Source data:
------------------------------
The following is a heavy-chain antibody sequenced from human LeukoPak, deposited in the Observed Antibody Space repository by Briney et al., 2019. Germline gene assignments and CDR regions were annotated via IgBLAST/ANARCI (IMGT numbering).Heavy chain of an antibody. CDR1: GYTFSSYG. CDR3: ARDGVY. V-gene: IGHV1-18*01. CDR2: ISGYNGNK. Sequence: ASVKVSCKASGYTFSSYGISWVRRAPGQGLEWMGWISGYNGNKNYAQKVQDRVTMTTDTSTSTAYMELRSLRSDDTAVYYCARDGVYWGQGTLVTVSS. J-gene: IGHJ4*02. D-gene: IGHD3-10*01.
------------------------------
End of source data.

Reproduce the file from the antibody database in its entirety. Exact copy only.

The following is a heavy-chain antibody sequenced from human LeukoPak, deposited in the Observed Antibody Space repository by Briney et al., 2019. Germline gene assignments and CDR regions were annotated via IgBLAST/ANARCI (IMGT numbering).Heavy chain of an antibody. CDR1: GYTFSSYG. CDR3: ARDGVY. V-gene: IGHV1-18*01. CDR2: ISGYNGNK. Sequence: ASVKVSCKASGYTFSSYGISWVRRAPGQGLEWMGWISGYNGNKNYAQKVQDRVTMTTDTSTSTAYMELRSLRSDDTAVYYCARDGVYWGQGTLVTVSS. J-gene: IGHJ4*02. D-gene: IGHD3-10*01.